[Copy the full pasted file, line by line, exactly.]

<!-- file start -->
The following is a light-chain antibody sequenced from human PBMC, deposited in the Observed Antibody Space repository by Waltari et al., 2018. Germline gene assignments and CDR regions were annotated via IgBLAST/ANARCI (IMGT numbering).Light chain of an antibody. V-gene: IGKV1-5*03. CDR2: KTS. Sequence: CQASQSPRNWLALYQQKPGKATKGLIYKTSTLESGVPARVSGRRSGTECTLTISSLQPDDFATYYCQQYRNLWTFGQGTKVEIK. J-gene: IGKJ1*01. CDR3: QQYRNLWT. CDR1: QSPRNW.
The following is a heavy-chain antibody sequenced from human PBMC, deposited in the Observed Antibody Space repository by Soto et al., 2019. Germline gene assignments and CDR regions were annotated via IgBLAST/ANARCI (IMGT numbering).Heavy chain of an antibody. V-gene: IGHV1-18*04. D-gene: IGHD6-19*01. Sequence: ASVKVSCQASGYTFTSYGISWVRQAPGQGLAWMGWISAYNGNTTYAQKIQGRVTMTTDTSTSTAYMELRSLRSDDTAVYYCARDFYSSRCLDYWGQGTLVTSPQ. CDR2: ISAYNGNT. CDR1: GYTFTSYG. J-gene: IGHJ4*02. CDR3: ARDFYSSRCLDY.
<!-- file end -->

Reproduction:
The following is a light-chain antibody sequenced from human PBMC, deposited in the Observed Antibody Space repository by Waltari et al., 2018. Germline gene assignments and CDR regions were annotated via IgBLAST/ANARCI (IMGT numbering).Light chain of an antibody. V-gene: IGKV1-5*03. CDR2: KTS. Sequence: CQASQSPRNWLALYQQKPGKATKGLIYKTSTLESGVPARVSGRRSGTECTLTISSLQPDDFATYYCQQYRNLWTFGQGTKVEIK. J-gene: IGKJ1*01. CDR3: QQYRNLWT. CDR1: QSPRNW.
The following is a heavy-chain antibody sequenced from human PBMC, deposited in the Observed Antibody Space repository by Soto et al., 2019. Germline gene assignments and CDR regions were annotated via IgBLAST/ANARCI (IMGT numbering).Heavy chain of an antibody. V-gene: IGHV1-18*04. D-gene: IGHD6-19*01. Sequence: ASVKVSCQASGYTFTSYGISWVRQAPGQGLAWMGWISAYNGNTTYAQKIQGRVTMTTDTSTSTAYMELRSLRSDDTAVYYCARDFYSSRCLDYWGQGTLVTSPQ. CDR2: ISAYNGNT. CDR1: GYTFTSYG. J-gene: IGHJ4*02. CDR3: ARDFYSSRCLDY.